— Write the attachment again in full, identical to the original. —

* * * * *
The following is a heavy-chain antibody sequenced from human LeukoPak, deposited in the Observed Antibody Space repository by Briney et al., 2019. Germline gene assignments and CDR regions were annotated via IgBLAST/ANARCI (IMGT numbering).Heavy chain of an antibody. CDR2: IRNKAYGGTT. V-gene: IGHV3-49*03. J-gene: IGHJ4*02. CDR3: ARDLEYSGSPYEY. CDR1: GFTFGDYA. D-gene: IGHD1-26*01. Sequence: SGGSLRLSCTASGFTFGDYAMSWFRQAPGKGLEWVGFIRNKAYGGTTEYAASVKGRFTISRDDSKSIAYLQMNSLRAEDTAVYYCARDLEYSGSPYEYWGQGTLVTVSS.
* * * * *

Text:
The following is a heavy-chain antibody sequenced from human LeukoPak, deposited in the Observed Antibody Space repository by Briney et al., 2019. Germline gene assignments and CDR regions were annotated via IgBLAST/ANARCI (IMGT numbering).Heavy chain of an antibody. CDR2: IRNKAYGGTT. V-gene: IGHV3-49*03. J-gene: IGHJ4*02. CDR3: ARDLEYSGSPYEY. CDR1: GFTFGDYA. D-gene: IGHD1-26*01. Sequence: SGGSLRLSCTASGFTFGDYAMSWFRQAPGKGLEWVGFIRNKAYGGTTEYAASVKGRFTISRDDSKSIAYLQMNSLRAEDTAVYYCARDLEYSGSPYEYWGQGTLVTVSS.